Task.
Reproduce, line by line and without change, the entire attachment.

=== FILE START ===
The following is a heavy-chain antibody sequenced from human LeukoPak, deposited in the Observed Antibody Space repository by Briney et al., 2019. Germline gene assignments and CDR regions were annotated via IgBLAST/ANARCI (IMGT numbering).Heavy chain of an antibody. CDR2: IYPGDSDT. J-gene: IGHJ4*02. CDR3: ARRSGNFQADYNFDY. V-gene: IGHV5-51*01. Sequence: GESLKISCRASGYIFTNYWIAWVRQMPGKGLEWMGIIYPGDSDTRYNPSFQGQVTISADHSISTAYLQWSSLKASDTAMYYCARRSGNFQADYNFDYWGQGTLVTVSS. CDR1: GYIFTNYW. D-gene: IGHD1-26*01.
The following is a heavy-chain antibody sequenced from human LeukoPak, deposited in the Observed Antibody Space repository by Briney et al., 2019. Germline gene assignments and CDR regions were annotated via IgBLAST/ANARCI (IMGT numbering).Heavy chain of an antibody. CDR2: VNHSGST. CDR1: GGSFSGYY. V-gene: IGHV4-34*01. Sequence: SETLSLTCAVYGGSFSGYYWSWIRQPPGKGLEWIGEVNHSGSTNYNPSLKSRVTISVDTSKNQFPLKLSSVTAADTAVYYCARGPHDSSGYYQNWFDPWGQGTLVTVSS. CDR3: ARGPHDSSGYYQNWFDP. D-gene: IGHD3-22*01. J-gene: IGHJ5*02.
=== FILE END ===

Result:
The following is a heavy-chain antibody sequenced from human LeukoPak, deposited in the Observed Antibody Space repository by Briney et al., 2019. Germline gene assignments and CDR regions were annotated via IgBLAST/ANARCI (IMGT numbering).Heavy chain of an antibody. CDR2: IYPGDSDT. J-gene: IGHJ4*02. CDR3: ARRSGNFQADYNFDY. V-gene: IGHV5-51*01. Sequence: GESLKISCRASGYIFTNYWIAWVRQMPGKGLEWMGIIYPGDSDTRYNPSFQGQVTISADHSISTAYLQWSSLKASDTAMYYCARRSGNFQADYNFDYWGQGTLVTVSS. CDR1: GYIFTNYW. D-gene: IGHD1-26*01.
The following is a heavy-chain antibody sequenced from human LeukoPak, deposited in the Observed Antibody Space repository by Briney et al., 2019. Germline gene assignments and CDR regions were annotated via IgBLAST/ANARCI (IMGT numbering).Heavy chain of an antibody. CDR2: VNHSGST. CDR1: GGSFSGYY. V-gene: IGHV4-34*01. Sequence: SETLSLTCAVYGGSFSGYYWSWIRQPPGKGLEWIGEVNHSGSTNYNPSLKSRVTISVDTSKNQFPLKLSSVTAADTAVYYCARGPHDSSGYYQNWFDPWGQGTLVTVSS. CDR3: ARGPHDSSGYYQNWFDP. D-gene: IGHD3-22*01. J-gene: IGHJ5*02.